A landmass of daunting enormity and a seemingly inexhaustible capacity among both men and women to endure privation have been the foundations of Russia’s defences over the centuries. Women did not just keep the home fires burning; in the Second World War they drove trains and commanded tanks, most notably at Kursk, the greatest tank battle in history. What’s less widely known is that women pilots flew successful combat missions against technically superior Messerschmitts, bombed and strafed German formations around Stalingrad, and formed ground maintenance crews in the first all-women air units in history.
While these might be seen as socially progressive achievements, they weren’t a result of any policy. Rather, brute necessity dictated that every human resource had to be brought to bear to resist the Nazi juggernaut. Subsequent popular ignorance about the wartime aviators is therefore not difficult to understand. Lyuba Vinogradova herself was unaware of the female Soviet wartime pilots, even though she had scrutinised thousands of pages of documents and hundreds of books about the war as a historical researcher.
Why was women’s contribution so undervalued after the war? In large part it resulted from the stultifying lack of transparency in the totalitarian bureaucracy. Only when Mikhail Gorbachev declared glasnost in the 1980s did survivors of the female war in the air come forward publicly with their stories. Several books on the subject appeared in East and West; film productions were also mooted, although most were canned. At least the reality, albeit in outline form, came into sharper public focus.
In Defending the Motherland we have what may be the final chapter in that Second World War genre that intermingles the personal testimony of combatants with the official contemporary record.
Thus, Vinogradova is able to tell us that the nickname the Germans gave to the amazing Soviet aviatrixes in the 588th Night Bomber Regiment was Nachthexen. Their rickety plywood and percale cotton/canvas biplanes, designed in 1928, were totally outclassed by the German warplanes. So when they came in for their bombing runs they would cut their engines, in order to avoid the German defences, the whooshing of their gliding, canvas-covered fuselages suggesting witches on broomsticks. Hence the nickname.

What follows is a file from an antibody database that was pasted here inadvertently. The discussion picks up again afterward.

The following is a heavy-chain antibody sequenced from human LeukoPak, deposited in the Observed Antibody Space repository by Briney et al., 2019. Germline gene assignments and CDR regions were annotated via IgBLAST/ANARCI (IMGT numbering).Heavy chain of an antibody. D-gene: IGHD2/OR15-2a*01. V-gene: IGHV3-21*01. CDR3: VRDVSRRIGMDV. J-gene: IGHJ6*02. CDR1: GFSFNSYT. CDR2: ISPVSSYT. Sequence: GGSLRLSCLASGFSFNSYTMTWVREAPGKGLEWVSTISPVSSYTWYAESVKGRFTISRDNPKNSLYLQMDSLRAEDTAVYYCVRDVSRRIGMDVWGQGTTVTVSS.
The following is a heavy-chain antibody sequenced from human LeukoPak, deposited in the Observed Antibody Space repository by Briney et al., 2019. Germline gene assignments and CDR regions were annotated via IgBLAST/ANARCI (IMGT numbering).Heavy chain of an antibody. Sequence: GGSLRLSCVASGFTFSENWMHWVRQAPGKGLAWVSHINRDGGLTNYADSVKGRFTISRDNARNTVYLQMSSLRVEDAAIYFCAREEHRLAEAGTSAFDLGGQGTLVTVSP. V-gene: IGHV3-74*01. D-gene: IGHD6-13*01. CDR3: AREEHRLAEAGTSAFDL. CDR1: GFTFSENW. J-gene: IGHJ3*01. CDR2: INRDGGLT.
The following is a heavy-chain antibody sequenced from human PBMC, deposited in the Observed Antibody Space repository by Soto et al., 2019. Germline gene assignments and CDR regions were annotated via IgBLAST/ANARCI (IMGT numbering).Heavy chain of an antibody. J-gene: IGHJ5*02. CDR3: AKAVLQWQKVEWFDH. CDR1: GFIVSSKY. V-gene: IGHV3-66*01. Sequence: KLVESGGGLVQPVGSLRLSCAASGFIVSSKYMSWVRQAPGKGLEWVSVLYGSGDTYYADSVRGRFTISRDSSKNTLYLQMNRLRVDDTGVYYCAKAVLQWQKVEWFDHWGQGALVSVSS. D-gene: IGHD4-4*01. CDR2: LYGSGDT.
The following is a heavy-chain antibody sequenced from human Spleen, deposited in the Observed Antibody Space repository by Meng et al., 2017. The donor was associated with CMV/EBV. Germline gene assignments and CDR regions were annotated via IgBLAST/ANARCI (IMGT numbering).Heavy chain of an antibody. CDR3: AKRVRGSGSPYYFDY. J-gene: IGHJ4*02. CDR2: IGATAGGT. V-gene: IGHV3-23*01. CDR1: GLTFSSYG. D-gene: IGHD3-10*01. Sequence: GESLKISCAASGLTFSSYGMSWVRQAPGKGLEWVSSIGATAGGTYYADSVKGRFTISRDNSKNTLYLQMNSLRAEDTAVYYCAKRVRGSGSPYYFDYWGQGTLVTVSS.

Then there’s the gamine and gorgeous, Lilya Litvyak, who was the top scoring Russian female ace of all time apparently with 12 kills. She was eventually killed in combat in August 1943 two weeks short of her 22nd birthday. She was known as the White Lily of Stalingrad. Significantly, she was Jewish.
We may think we currently live in interesting times; but reading about these women makes one realise we don’t know the half of it.
Vinogradova’s account gains palpably from her contacts with Nikolai Menkov, a mechanic in the 296 Guards Regiment, and Valentina Krasnoshchyokova, an armourer with the 586 Fighter Regiment. The blend of their wartime experiences and Vinogradova’s archival rigour, gives her book its powerful technical and personal authenticity. Her two wartime sources have since died.
The Second World War is one of the most intense and crowded sectors in publishing with some 250,000 books and academic monographs devoted to its every aspect. Future accounts will have to rely either on discoveries of fresh documents or on reinterpretation of the existing record without any fresh insights from those involved. It will be up to academic historians to continue analysis of the war by magisterial strategic interpretation. Such niche studies as this – of the bitter-sweet and sometimes blighted lives of the Soviet women aviators – will slip, along with their protagonists, into history.
Reviewed by John Munch
Defending the Motherland
By Lyuba Vinogradova
Translated from the Russian by Archie Tait
Published by MacLehose Press, April 2016
John Munch started his journalism career as a reporter and editor on the Cambridge News. He then worked successively for the Sheffield Morning Telegraph, The Guardian and the London Evening Standard. In the the 1970s, he lived in Canada and reported for the Toronto Star, before returning to the UK to spend 25 years on the Financial Times.
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Sir, I have written two books about the Soviet Airwomen (http://ita.calameo.com/books/0007962970add6f969d44) and I travelled and long researched and interviewed witnesses about the last battle of Lidya Litvyak in the sky of Dmitrievka, Stepanovka, Kozhevnya, near Krasnyy Luch etc (Ukraine) and there is no evidence that she was killed on the 1st of August 1943, on the contrary. Just one question, sir: if she really died there, why her brother decided to change his surname in Kunavin? Why, if she was such an Heroine? Because there was evidence that she survived her crash and was imprisoned and all war prisoners were regarded as traitor by Stalin… Take care.